The recycling rate for aluminium beverage cans in the European Union, United Kingdom, Switzerland, Norway and Iceland stands at 73%.
Despite a three-point drop compared to 2019, a 9% growth of cans consumed means that recycled aluminium reached a record level of 510 000 tonnes, according to a new report by Metal Packaging Europe and European Aluminium.
It says it is an increase of more than 20 000 tonnes compared to the previous year and represents a total greenhouse gas emissions saving of 4.2 million tonnes of CO₂e – equivalent to the GHG emissions produced by a European city of nearly half a million inhabitants like Toulouse or Gdansk.
The report points out that most EU Member States now report at the point of entrance of a recycling facility, instead of the collection phase. This has resulted in lower figures for most packaging materials.
Can manufacturers and their aluminium suppliers welcome the new data and say that despite new EU recycling reporting rules and the ‘spectacular growth’ in cans consumed, the total tonnage of recycled aluminium cans has increased.
‘We are fully supportive of the new EU recycling reporting rules as they measure “real” recycling and we are pleased to notice that this has resulted in only a very minor and likely only temporary drop in the can recycling rate,’ says Léonie Knox-Peebles, ceo of Metal Packaging Europe. ‘The aluminium beverage can already meets the highest recyclability performance grade of 95% as proposed in the new draft for a Packaging & Packaging Waste Regulation.’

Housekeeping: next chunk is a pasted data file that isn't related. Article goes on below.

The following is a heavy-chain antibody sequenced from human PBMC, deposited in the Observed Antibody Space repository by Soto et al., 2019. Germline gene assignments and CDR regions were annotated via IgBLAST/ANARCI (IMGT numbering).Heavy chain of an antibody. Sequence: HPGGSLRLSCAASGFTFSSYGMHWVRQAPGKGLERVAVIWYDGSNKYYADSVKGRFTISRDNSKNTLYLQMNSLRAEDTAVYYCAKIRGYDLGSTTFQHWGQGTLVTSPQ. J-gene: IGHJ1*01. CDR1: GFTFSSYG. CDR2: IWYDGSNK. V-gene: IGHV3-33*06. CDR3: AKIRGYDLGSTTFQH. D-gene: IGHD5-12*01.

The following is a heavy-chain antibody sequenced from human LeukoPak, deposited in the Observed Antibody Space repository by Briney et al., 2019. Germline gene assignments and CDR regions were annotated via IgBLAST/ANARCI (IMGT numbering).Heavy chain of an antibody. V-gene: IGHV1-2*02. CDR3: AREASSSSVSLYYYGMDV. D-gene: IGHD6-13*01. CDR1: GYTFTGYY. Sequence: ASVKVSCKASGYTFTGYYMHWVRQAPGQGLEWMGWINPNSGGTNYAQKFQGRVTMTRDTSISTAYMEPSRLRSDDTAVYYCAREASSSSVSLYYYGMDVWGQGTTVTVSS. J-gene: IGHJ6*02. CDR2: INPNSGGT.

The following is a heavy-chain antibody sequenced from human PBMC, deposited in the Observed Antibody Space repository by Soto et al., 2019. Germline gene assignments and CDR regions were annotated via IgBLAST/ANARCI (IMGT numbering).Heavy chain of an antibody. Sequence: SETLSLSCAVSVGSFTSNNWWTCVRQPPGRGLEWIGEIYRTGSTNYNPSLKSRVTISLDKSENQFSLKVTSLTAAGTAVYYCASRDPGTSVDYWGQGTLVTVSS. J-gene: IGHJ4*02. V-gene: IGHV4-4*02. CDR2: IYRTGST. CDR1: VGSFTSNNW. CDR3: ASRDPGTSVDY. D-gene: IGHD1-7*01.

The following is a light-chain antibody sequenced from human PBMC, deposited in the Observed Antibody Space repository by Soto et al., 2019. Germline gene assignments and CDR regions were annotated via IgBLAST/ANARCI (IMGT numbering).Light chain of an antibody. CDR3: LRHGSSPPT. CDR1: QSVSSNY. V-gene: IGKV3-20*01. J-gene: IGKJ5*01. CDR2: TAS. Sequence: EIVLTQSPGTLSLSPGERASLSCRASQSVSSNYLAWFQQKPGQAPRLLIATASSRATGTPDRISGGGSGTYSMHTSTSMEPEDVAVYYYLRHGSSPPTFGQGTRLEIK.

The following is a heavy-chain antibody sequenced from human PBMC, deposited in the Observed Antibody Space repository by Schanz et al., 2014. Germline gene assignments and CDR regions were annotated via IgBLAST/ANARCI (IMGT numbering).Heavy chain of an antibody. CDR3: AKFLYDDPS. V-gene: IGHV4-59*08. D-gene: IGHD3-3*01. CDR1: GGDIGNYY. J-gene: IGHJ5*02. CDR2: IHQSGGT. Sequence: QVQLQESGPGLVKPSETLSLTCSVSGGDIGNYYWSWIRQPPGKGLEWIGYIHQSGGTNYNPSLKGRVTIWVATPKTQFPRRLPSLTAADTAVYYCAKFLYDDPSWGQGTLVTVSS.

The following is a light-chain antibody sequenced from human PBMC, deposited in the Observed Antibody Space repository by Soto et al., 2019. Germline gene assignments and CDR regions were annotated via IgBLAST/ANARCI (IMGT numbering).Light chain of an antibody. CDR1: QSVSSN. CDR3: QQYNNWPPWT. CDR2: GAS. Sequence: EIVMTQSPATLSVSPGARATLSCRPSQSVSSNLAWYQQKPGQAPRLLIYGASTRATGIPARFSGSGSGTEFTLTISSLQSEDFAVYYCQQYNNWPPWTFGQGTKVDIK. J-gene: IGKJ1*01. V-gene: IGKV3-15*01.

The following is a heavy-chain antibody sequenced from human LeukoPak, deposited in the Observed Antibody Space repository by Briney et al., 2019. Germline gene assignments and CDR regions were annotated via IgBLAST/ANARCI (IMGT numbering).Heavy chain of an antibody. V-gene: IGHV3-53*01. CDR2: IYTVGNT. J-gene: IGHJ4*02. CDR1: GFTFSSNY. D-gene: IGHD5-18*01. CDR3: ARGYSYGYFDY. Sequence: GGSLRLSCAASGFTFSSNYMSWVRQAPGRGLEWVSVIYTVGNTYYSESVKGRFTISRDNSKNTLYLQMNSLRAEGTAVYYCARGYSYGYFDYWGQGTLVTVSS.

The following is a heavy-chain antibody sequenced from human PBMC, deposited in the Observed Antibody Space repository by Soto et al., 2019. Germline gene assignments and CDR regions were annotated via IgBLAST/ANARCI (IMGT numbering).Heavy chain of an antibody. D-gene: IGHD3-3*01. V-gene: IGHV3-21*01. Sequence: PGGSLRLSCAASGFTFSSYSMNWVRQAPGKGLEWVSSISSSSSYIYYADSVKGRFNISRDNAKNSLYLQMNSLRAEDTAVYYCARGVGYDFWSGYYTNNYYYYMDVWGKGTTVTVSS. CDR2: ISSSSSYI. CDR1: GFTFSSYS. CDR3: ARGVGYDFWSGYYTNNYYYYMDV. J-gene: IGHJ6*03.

‘With more countries turning to deposit return schemes (DRS), we will be able to recycle more cans via a can-to-can remelting solution,’ comments Maarten Labberton, director, packaging group at European Aluminium. ‘We are calling upon those countries with classic EPR systems to invest more in the collection and sorting of the whole aluminium packaging fraction in order to fully close the material loop.’
Labberton adds: ‘Although we are surprised by the unfounded high reuse targets in the new EU proposal, we welcome the obligation to collect 90% or more of metal and plastic beverage containers for recycling, preferably via a DRS.’
In his view, such a scheme should be balanced, meaning it should be run by an independent operator, have variable deposit fees and no cross-subsidies between the materials concerned.